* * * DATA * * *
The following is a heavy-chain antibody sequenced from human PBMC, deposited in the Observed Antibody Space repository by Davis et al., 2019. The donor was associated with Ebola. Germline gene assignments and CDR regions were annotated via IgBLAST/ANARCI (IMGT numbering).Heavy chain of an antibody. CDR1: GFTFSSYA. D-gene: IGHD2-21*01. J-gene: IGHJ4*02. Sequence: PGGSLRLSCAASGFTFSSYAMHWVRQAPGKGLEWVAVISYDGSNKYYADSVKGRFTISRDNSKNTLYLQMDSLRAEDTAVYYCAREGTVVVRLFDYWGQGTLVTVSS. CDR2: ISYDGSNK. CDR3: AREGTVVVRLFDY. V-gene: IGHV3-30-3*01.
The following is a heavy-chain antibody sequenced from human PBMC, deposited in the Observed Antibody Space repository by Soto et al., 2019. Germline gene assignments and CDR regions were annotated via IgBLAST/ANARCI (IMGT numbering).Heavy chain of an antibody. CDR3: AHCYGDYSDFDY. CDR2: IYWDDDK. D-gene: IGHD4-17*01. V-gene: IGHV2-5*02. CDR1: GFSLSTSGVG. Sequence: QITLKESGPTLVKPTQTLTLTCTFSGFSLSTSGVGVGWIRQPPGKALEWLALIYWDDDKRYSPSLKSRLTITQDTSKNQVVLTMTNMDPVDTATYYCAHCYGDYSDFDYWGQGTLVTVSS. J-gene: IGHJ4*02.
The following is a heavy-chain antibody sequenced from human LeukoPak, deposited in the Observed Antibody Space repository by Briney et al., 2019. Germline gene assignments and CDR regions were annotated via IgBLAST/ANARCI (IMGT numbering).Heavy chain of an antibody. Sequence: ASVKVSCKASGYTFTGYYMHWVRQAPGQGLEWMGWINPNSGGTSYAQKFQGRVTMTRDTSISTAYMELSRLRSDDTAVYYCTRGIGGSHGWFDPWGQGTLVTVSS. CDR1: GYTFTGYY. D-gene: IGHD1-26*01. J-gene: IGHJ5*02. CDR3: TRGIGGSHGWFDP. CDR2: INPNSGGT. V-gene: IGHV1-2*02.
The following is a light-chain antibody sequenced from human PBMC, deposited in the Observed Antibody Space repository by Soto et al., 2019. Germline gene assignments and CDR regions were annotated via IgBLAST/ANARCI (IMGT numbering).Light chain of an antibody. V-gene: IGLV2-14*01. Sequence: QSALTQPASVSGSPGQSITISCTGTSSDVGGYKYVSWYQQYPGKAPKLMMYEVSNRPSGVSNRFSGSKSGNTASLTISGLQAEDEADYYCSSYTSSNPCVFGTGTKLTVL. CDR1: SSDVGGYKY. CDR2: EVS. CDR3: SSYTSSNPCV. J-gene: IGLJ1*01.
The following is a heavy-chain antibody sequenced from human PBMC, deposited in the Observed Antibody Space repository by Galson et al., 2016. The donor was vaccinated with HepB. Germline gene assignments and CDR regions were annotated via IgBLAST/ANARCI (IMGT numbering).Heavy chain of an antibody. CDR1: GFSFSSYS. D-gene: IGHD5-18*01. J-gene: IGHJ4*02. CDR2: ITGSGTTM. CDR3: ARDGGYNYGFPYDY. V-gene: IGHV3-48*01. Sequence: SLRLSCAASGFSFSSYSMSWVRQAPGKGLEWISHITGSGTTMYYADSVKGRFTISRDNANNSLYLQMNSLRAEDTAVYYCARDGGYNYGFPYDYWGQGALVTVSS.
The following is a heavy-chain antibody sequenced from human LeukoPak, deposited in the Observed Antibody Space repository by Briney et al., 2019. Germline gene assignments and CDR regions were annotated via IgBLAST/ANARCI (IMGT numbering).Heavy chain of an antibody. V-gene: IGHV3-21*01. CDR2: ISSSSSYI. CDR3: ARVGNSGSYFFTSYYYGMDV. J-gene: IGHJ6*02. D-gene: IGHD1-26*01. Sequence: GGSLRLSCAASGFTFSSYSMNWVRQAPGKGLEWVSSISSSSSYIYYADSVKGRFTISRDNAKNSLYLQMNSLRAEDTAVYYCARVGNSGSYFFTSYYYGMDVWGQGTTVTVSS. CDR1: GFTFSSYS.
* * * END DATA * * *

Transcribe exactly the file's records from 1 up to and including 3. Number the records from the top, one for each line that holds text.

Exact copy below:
The following is a heavy-chain antibody sequenced from human PBMC, deposited in the Observed Antibody Space repository by Davis et al., 2019. The donor was associated with Ebola. Germline gene assignments and CDR regions were annotated via IgBLAST/ANARCI (IMGT numbering).Heavy chain of an antibody. CDR1: GFTFSSYA. D-gene: IGHD2-21*01. J-gene: IGHJ4*02. Sequence: PGGSLRLSCAASGFTFSSYAMHWVRQAPGKGLEWVAVISYDGSNKYYADSVKGRFTISRDNSKNTLYLQMDSLRAEDTAVYYCAREGTVVVRLFDYWGQGTLVTVSS. CDR2: ISYDGSNK. CDR3: AREGTVVVRLFDY. V-gene: IGHV3-30-3*01.
The following is a heavy-chain antibody sequenced from human PBMC, deposited in the Observed Antibody Space repository by Soto et al., 2019. Germline gene assignments and CDR regions were annotated via IgBLAST/ANARCI (IMGT numbering).Heavy chain of an antibody. CDR3: AHCYGDYSDFDY. CDR2: IYWDDDK. D-gene: IGHD4-17*01. V-gene: IGHV2-5*02. CDR1: GFSLSTSGVG. Sequence: QITLKESGPTLVKPTQTLTLTCTFSGFSLSTSGVGVGWIRQPPGKALEWLALIYWDDDKRYSPSLKSRLTITQDTSKNQVVLTMTNMDPVDTATYYCAHCYGDYSDFDYWGQGTLVTVSS. J-gene: IGHJ4*02.
The following is a heavy-chain antibody sequenced from human LeukoPak, deposited in the Observed Antibody Space repository by Briney et al., 2019. Germline gene assignments and CDR regions were annotated via IgBLAST/ANARCI (IMGT numbering).Heavy chain of an antibody. Sequence: ASVKVSCKASGYTFTGYYMHWVRQAPGQGLEWMGWINPNSGGTSYAQKFQGRVTMTRDTSISTAYMELSRLRSDDTAVYYCTRGIGGSHGWFDPWGQGTLVTVSS. CDR1: GYTFTGYY. D-gene: IGHD1-26*01. J-gene: IGHJ5*02. CDR3: TRGIGGSHGWFDP. CDR2: INPNSGGT. V-gene: IGHV1-2*02.